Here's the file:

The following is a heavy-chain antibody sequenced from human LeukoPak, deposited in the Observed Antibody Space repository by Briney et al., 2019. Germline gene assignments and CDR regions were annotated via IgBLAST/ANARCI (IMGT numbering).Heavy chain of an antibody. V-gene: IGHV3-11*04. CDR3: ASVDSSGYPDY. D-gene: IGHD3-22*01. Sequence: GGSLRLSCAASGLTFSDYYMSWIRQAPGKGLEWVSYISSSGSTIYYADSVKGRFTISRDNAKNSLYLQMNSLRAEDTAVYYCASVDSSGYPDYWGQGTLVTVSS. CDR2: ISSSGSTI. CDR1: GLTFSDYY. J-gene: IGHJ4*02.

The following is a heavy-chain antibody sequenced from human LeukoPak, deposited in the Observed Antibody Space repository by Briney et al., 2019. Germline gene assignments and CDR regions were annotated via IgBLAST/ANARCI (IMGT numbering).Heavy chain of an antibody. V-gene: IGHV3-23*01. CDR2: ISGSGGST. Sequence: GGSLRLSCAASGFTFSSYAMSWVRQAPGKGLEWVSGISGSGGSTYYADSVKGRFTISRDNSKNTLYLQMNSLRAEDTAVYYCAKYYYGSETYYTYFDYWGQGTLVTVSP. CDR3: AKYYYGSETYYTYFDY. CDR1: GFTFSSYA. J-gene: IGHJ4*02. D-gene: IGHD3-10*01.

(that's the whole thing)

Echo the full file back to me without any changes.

The following is a heavy-chain antibody sequenced from human LeukoPak, deposited in the Observed Antibody Space repository by Briney et al., 2019. Germline gene assignments and CDR regions were annotated via IgBLAST/ANARCI (IMGT numbering).Heavy chain of an antibody. V-gene: IGHV3-11*04. CDR3: ASVDSSGYPDY. D-gene: IGHD3-22*01. Sequence: GGSLRLSCAASGLTFSDYYMSWIRQAPGKGLEWVSYISSSGSTIYYADSVKGRFTISRDNAKNSLYLQMNSLRAEDTAVYYCASVDSSGYPDYWGQGTLVTVSS. CDR2: ISSSGSTI. CDR1: GLTFSDYY. J-gene: IGHJ4*02.

The following is a heavy-chain antibody sequenced from human LeukoPak, deposited in the Observed Antibody Space repository by Briney et al., 2019. Germline gene assignments and CDR regions were annotated via IgBLAST/ANARCI (IMGT numbering).Heavy chain of an antibody. V-gene: IGHV3-23*01. CDR2: ISGSGGST. Sequence: GGSLRLSCAASGFTFSSYAMSWVRQAPGKGLEWVSGISGSGGSTYYADSVKGRFTISRDNSKNTLYLQMNSLRAEDTAVYYCAKYYYGSETYYTYFDYWGQGTLVTVSP. CDR3: AKYYYGSETYYTYFDY. CDR1: GFTFSSYA. J-gene: IGHJ4*02. D-gene: IGHD3-10*01.